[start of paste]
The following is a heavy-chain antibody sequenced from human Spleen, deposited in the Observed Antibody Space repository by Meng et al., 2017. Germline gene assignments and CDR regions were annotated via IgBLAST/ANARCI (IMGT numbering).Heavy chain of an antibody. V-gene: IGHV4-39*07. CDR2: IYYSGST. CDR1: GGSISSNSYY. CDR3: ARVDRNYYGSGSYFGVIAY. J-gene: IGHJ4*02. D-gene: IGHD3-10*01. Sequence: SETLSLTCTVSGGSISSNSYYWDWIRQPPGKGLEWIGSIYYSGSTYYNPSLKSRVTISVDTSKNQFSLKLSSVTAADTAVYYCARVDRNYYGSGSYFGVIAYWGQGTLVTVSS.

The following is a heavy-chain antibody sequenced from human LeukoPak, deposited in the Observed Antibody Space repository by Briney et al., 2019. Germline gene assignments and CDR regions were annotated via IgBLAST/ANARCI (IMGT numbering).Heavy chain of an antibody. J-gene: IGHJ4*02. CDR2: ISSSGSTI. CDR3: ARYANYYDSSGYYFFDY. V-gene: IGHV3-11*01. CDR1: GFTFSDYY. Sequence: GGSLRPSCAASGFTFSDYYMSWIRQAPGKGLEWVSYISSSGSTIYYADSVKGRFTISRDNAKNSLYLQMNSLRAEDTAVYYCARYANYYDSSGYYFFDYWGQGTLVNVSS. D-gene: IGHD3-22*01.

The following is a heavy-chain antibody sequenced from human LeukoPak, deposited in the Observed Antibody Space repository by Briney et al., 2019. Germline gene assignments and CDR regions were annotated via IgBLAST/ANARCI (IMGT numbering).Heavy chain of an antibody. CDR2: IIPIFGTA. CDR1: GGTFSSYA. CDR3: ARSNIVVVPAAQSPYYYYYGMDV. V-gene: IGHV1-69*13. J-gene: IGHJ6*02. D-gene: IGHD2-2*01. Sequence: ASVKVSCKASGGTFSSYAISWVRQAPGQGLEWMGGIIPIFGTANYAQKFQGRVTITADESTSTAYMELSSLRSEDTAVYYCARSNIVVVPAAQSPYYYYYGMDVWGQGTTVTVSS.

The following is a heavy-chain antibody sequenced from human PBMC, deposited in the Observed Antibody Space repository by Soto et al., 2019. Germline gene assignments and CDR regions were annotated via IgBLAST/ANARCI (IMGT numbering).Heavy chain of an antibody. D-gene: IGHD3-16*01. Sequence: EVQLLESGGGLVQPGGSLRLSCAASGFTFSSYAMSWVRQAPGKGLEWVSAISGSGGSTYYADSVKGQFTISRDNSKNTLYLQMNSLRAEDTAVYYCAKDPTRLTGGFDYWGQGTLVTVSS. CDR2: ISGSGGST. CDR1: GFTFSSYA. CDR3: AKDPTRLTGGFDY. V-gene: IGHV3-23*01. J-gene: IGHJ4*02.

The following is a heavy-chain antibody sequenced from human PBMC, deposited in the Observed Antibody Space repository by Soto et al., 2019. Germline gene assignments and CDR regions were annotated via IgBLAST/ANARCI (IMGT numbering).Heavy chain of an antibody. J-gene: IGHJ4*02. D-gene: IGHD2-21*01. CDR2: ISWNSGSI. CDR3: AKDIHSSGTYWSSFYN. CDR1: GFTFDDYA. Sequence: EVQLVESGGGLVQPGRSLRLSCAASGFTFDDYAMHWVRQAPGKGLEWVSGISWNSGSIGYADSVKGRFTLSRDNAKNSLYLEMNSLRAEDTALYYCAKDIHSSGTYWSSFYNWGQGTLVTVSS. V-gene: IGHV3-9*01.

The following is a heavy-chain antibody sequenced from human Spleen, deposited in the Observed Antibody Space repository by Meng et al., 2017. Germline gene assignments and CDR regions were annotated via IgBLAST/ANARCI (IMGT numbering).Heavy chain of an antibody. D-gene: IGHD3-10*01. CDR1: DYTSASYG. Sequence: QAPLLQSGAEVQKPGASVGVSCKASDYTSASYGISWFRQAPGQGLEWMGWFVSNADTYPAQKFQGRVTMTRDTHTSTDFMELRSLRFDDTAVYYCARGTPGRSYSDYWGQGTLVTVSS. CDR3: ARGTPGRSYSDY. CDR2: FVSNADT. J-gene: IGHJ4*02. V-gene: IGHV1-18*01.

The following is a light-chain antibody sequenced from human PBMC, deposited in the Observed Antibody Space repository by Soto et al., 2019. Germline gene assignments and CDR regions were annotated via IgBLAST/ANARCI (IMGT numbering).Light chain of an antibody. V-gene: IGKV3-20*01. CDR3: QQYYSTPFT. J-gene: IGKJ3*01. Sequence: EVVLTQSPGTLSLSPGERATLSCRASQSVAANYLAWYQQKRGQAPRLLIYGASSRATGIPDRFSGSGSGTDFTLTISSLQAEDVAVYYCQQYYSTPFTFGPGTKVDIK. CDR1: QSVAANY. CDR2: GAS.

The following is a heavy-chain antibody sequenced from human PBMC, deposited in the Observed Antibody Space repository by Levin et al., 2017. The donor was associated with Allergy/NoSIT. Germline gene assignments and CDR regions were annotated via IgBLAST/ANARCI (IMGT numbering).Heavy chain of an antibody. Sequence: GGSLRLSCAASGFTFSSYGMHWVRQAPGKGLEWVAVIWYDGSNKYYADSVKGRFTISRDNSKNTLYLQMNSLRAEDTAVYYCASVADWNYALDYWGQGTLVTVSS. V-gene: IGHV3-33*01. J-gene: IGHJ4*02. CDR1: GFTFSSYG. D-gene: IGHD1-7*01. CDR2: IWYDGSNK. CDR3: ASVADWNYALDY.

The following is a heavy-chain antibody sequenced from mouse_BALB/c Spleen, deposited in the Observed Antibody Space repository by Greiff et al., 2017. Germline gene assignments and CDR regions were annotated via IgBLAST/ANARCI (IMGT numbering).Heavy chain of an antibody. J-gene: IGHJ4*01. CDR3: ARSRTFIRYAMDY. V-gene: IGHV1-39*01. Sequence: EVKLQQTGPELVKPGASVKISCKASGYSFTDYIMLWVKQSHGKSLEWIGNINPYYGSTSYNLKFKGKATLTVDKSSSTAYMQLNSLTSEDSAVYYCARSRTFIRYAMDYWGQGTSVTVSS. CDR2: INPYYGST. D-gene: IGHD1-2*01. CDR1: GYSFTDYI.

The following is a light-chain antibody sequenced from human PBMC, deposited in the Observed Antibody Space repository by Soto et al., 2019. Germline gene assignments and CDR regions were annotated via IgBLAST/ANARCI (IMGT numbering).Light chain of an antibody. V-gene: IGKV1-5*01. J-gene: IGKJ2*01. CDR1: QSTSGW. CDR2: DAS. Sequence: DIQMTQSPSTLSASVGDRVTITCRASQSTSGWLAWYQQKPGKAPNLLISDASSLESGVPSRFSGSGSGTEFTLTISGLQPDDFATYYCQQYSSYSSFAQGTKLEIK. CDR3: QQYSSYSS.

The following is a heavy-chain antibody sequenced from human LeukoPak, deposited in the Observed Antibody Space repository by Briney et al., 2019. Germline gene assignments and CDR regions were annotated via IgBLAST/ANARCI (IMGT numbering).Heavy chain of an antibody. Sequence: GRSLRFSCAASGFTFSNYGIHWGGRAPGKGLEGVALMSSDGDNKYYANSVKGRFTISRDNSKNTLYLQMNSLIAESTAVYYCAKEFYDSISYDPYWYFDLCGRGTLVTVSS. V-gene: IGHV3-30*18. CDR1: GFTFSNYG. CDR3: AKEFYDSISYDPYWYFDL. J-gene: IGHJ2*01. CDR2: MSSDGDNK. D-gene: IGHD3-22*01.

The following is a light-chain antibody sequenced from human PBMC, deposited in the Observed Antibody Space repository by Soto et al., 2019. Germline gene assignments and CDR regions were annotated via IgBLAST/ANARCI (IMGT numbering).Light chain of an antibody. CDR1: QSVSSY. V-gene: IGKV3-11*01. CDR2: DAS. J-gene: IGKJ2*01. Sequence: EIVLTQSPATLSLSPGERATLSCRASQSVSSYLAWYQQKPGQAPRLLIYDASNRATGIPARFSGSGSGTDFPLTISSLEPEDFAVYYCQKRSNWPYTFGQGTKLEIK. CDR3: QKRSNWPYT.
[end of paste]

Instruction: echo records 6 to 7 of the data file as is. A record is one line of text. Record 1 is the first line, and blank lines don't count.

The following is a heavy-chain antibody sequenced from human Spleen, deposited in the Observed Antibody Space repository by Meng et al., 2017. Germline gene assignments and CDR regions were annotated via IgBLAST/ANARCI (IMGT numbering).Heavy chain of an antibody. D-gene: IGHD3-10*01. CDR1: DYTSASYG. Sequence: QAPLLQSGAEVQKPGASVGVSCKASDYTSASYGISWFRQAPGQGLEWMGWFVSNADTYPAQKFQGRVTMTRDTHTSTDFMELRSLRFDDTAVYYCARGTPGRSYSDYWGQGTLVTVSS. CDR3: ARGTPGRSYSDY. CDR2: FVSNADT. J-gene: IGHJ4*02. V-gene: IGHV1-18*01.

The following is a light-chain antibody sequenced from human PBMC, deposited in the Observed Antibody Space repository by Soto et al., 2019. Germline gene assignments and CDR regions were annotated via IgBLAST/ANARCI (IMGT numbering).Light chain of an antibody. V-gene: IGKV3-20*01. CDR3: QQYYSTPFT. J-gene: IGKJ3*01. Sequence: EVVLTQSPGTLSLSPGERATLSCRASQSVAANYLAWYQQKRGQAPRLLIYGASSRATGIPDRFSGSGSGTDFTLTISSLQAEDVAVYYCQQYYSTPFTFGPGTKVDIK. CDR1: QSVAANY. CDR2: GAS.